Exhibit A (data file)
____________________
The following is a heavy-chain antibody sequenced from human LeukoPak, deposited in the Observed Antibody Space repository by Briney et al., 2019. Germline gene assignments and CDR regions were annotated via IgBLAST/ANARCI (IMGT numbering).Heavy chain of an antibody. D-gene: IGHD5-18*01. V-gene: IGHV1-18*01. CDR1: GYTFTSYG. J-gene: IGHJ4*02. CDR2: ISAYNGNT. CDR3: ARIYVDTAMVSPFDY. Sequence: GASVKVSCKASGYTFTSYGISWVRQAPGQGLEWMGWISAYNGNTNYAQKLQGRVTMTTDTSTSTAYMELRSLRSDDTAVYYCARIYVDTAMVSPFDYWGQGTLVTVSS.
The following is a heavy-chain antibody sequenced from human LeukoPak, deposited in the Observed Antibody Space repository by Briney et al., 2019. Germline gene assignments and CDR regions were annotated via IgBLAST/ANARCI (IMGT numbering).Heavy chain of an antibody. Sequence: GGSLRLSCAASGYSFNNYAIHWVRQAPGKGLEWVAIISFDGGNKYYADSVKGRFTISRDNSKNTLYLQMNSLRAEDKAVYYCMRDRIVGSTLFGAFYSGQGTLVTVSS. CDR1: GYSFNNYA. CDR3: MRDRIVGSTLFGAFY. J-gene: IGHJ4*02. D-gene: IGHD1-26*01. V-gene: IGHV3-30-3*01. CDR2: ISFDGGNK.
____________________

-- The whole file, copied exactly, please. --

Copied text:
The following is a heavy-chain antibody sequenced from human LeukoPak, deposited in the Observed Antibody Space repository by Briney et al., 2019. Germline gene assignments and CDR regions were annotated via IgBLAST/ANARCI (IMGT numbering).Heavy chain of an antibody. D-gene: IGHD5-18*01. V-gene: IGHV1-18*01. CDR1: GYTFTSYG. J-gene: IGHJ4*02. CDR2: ISAYNGNT. CDR3: ARIYVDTAMVSPFDY. Sequence: GASVKVSCKASGYTFTSYGISWVRQAPGQGLEWMGWISAYNGNTNYAQKLQGRVTMTTDTSTSTAYMELRSLRSDDTAVYYCARIYVDTAMVSPFDYWGQGTLVTVSS.
The following is a heavy-chain antibody sequenced from human LeukoPak, deposited in the Observed Antibody Space repository by Briney et al., 2019. Germline gene assignments and CDR regions were annotated via IgBLAST/ANARCI (IMGT numbering).Heavy chain of an antibody. Sequence: GGSLRLSCAASGYSFNNYAIHWVRQAPGKGLEWVAIISFDGGNKYYADSVKGRFTISRDNSKNTLYLQMNSLRAEDKAVYYCMRDRIVGSTLFGAFYSGQGTLVTVSS. CDR1: GYSFNNYA. CDR3: MRDRIVGSTLFGAFY. J-gene: IGHJ4*02. D-gene: IGHD1-26*01. V-gene: IGHV3-30-3*01. CDR2: ISFDGGNK.